Tricholtillomania…sounds cryptic? like a word out of a movie or mystery novel?
Unfortunately, it’s something that is very real…a hair-pulling disorder that affects many in the world, half of whom aren’t even aware of their condition. Many people (a) do not know that they have a diagnosable condition (b) don’t want to ever acknowledge or disclose it even if they realise something’s wrong. Most simply view their hair pulling as a reactive habit that is bad, comparing it to nail-biting perhaps. There are some who also experience other severe physical and psychological signs or symptoms alongside.
In our clinical experience, we have had patients walking in with their family or friends, trying to understand their hair loss…and walking out with a diagnosis of this hair pulling disorder. It is something which can go unnoticed or ignored as a habit, the outcome of which may not be visible until a capilloscopy examination is performed by a trichologist.
Today, we break this condition down, laying down the symptoms and course of treatment as simply as possible, to create awareness about this disorder that can be controlled with timely corrective action.
What is Trichotillomania?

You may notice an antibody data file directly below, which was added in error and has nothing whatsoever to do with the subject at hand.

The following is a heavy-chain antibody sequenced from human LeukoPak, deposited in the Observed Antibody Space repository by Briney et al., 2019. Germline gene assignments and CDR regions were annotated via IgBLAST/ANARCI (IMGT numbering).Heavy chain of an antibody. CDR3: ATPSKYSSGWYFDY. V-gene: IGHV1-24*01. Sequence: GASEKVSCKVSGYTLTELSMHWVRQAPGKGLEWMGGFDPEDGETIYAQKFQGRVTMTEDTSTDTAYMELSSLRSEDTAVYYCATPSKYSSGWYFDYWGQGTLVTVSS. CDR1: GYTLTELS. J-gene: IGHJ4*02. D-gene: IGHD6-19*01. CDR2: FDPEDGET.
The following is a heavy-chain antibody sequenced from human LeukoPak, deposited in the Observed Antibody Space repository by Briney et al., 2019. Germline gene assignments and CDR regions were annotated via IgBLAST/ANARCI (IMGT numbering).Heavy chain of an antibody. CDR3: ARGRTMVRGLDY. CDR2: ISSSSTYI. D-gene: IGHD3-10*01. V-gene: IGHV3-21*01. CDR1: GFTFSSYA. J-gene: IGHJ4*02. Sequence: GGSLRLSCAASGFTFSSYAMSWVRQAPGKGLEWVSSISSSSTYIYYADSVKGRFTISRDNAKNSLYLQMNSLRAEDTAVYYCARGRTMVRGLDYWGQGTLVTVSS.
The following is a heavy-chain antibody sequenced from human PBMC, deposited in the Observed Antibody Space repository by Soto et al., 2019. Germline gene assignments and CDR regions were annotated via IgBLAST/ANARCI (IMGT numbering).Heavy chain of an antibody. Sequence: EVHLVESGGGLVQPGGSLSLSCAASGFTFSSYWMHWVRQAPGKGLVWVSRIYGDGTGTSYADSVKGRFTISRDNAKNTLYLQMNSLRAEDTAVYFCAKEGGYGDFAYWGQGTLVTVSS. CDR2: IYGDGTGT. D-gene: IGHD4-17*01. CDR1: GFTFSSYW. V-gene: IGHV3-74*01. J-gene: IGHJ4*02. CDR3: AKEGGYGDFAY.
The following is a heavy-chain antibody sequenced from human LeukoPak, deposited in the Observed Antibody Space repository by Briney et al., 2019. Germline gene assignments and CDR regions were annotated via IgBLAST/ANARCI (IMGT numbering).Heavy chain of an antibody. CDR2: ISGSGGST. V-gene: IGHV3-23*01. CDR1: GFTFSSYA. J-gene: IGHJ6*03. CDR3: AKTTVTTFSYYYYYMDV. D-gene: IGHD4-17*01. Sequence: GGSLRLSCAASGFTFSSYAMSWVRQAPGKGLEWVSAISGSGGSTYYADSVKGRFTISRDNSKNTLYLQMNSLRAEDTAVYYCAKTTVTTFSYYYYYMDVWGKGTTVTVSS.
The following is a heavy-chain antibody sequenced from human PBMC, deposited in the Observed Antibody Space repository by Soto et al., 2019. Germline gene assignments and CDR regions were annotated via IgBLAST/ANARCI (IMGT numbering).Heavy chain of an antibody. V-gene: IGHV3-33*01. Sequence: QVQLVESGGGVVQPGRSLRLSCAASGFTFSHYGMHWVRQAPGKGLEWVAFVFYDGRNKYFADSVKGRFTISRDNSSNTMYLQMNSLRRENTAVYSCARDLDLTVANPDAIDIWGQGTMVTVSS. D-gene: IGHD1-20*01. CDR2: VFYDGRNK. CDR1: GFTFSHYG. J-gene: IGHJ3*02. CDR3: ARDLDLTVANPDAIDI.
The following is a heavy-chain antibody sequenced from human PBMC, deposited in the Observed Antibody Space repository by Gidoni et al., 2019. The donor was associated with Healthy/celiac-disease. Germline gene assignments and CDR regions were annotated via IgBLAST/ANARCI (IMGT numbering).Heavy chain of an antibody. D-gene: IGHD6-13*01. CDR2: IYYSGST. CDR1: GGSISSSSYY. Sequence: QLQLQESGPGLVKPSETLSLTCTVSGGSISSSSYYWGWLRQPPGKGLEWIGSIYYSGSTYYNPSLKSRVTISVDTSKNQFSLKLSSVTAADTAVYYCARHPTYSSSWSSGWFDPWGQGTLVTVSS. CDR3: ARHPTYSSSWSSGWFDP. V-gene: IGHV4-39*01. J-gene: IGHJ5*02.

Trichotillomania is when you have an overpowering desire, an impulsive action, to pull out your hair. While it’s predominantly pulling hair from the scalp, there are instances when it is observed being pulled from other places of the body such as eyebrows or eyelashes.
It is an impulse-control disorder leading to foreseen but inescapable damage. Trich (Trichotillomania) is more commonly noticed in children, teenagers and young adults. This disorder also tends to affect girls more often than boys, though it is scientifically not gender-specific. In most cases, it is directly related to stress; when an increase in stress level leads to more hair-pulling than otherwise. Repetitive hair-pulling leads to hair loss, which is when people around take notice, as we have seen in most cases! In some affected individuals, it is noticed that they chew and/or swallow (ingest) the hair they have pulled out (trichophagy). This is again something that parents/ family members come to observe as this habit results in gastrointestinal problems.